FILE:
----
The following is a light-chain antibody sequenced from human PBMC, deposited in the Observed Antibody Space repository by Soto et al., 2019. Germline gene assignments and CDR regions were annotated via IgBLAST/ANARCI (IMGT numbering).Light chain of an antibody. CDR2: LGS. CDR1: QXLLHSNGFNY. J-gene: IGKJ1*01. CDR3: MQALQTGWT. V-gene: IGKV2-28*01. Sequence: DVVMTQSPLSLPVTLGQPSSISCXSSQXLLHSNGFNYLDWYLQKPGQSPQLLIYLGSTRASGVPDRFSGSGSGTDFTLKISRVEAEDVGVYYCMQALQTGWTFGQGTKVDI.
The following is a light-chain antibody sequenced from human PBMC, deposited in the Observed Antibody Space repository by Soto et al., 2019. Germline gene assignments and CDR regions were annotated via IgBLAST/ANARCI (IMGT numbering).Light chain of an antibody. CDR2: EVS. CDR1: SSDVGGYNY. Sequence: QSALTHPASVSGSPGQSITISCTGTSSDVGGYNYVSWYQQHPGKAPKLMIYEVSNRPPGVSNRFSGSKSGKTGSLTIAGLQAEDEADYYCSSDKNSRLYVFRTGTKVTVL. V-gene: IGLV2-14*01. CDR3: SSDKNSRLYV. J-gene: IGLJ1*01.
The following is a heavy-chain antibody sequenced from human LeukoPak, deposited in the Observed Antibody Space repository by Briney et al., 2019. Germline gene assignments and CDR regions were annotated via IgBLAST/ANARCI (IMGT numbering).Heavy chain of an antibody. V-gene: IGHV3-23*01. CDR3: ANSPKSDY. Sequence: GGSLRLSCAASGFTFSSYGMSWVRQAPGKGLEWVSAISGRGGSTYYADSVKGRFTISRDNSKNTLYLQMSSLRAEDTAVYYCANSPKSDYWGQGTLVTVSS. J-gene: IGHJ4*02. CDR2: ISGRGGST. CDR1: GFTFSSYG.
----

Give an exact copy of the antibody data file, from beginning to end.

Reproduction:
The following is a light-chain antibody sequenced from human PBMC, deposited in the Observed Antibody Space repository by Soto et al., 2019. Germline gene assignments and CDR regions were annotated via IgBLAST/ANARCI (IMGT numbering).Light chain of an antibody. CDR2: LGS. CDR1: QXLLHSNGFNY. J-gene: IGKJ1*01. CDR3: MQALQTGWT. V-gene: IGKV2-28*01. Sequence: DVVMTQSPLSLPVTLGQPSSISCXSSQXLLHSNGFNYLDWYLQKPGQSPQLLIYLGSTRASGVPDRFSGSGSGTDFTLKISRVEAEDVGVYYCMQALQTGWTFGQGTKVDI.
The following is a light-chain antibody sequenced from human PBMC, deposited in the Observed Antibody Space repository by Soto et al., 2019. Germline gene assignments and CDR regions were annotated via IgBLAST/ANARCI (IMGT numbering).Light chain of an antibody. CDR2: EVS. CDR1: SSDVGGYNY. Sequence: QSALTHPASVSGSPGQSITISCTGTSSDVGGYNYVSWYQQHPGKAPKLMIYEVSNRPPGVSNRFSGSKSGKTGSLTIAGLQAEDEADYYCSSDKNSRLYVFRTGTKVTVL. V-gene: IGLV2-14*01. CDR3: SSDKNSRLYV. J-gene: IGLJ1*01.
The following is a heavy-chain antibody sequenced from human LeukoPak, deposited in the Observed Antibody Space repository by Briney et al., 2019. Germline gene assignments and CDR regions were annotated via IgBLAST/ANARCI (IMGT numbering).Heavy chain of an antibody. V-gene: IGHV3-23*01. CDR3: ANSPKSDY. Sequence: GGSLRLSCAASGFTFSSYGMSWVRQAPGKGLEWVSAISGRGGSTYYADSVKGRFTISRDNSKNTLYLQMSSLRAEDTAVYYCANSPKSDYWGQGTLVTVSS. J-gene: IGHJ4*02. CDR2: ISGRGGST. CDR1: GFTFSSYG.